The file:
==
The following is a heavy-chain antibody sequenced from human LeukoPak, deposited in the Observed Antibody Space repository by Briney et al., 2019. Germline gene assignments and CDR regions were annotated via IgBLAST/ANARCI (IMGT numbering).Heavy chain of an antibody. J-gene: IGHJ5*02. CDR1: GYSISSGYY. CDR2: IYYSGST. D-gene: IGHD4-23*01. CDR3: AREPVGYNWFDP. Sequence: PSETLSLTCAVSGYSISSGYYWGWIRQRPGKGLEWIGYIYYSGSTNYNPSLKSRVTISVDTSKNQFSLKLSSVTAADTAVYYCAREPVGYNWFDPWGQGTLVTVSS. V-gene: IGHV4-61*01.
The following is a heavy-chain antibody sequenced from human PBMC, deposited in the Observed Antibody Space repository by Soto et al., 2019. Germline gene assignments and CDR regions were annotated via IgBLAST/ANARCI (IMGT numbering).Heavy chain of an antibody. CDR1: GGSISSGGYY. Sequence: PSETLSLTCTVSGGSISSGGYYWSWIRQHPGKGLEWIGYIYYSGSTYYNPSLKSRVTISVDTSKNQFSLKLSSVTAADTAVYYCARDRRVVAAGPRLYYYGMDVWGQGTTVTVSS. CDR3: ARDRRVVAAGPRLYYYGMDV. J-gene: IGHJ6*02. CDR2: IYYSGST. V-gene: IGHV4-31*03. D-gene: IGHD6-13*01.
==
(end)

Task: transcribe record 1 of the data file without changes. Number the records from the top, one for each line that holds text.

The following is a heavy-chain antibody sequenced from human LeukoPak, deposited in the Observed Antibody Space repository by Briney et al., 2019. Germline gene assignments and CDR regions were annotated via IgBLAST/ANARCI (IMGT numbering).Heavy chain of an antibody. J-gene: IGHJ5*02. CDR1: GYSISSGYY. CDR2: IYYSGST. D-gene: IGHD4-23*01. CDR3: AREPVGYNWFDP. Sequence: PSETLSLTCAVSGYSISSGYYWGWIRQRPGKGLEWIGYIYYSGSTNYNPSLKSRVTISVDTSKNQFSLKLSSVTAADTAVYYCAREPVGYNWFDPWGQGTLVTVSS. V-gene: IGHV4-61*01.